#LoveIsland: Eyal Booker searches for meaning – but not in a dictionary!

#LoveIsland: Eyal Booker searches for meaning – but not in a dictionary!

We follow former JFS boy-turned-model Eyal Booker as he struts his stuff and shakes his luscious locks to attract female attention on ITV2’s Love Island...

Brigit Grant is the Jewish News Supplements Editor

The anticipation was tangible. A former JFS boy from Bushey was about to walk down the pool steps on Love Island and the community was watching. Those who would otherwise turn over to avoid the saucy ITV reality show, now in its fourth series, were eager to see one of our own beating off the competition, albeit dressed only in shorts and a necklace.

And Eyal Booker didn’t disappoint. In his video, he was bronzed, bubbly and bouncy (like his hair) and described himself as ‘spiritual’. He then danced with an inflated rainbow bagel while announcing he liked a woman who cracked the whip in the bedroom, “both literally and metaphorically”.

Clearly a hit at first sight with the female contestants, three stepped forward to be chosen. But Eyal only had eyes for statuesque Hayley in the fuschia bikini, who is a dead ringer for Scouse model Abby Clancy, and despite her struggling to say her suitor’s name.

“How d’ya say it?” she giggled, before attempting every combination from Ee-al to ElAl. Frankly, she could have called him ‘Ted’ as Eyal had gone all gooey-eyed over the hot blonde. Luckily, blondes with big eyes are his type, he told Hayley, before adding that he likes girls who “have depth and aren’t superficial”. “What does superficial mean?” she asked. “You’re testing me now,” laughed Eyal, who should definitely avoid using “metaphorical” in the bedroom if he wants to keep Hayley.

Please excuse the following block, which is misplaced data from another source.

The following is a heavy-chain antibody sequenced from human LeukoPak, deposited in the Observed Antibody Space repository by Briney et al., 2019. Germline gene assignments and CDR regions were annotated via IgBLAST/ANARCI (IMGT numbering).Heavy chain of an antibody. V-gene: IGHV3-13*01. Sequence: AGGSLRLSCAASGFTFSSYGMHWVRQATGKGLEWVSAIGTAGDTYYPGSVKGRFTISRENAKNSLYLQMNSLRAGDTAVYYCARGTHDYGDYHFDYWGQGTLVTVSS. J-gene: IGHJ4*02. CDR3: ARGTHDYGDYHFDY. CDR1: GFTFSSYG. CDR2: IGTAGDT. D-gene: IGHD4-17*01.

The next day, progress. Eyal and Hayley have been adorned with celebrity status, by meshing their names into one. Now known as HaYal – as in “Hey Al“ – things didn’t go well for our curly-haired hero when he said the show was a game, but he doesn’t have a game plan.

Hayley, who struggles to understand words with more than two syllables, seemed unconvinced, before telling  the others she no longer finds “Eygal” attractive.

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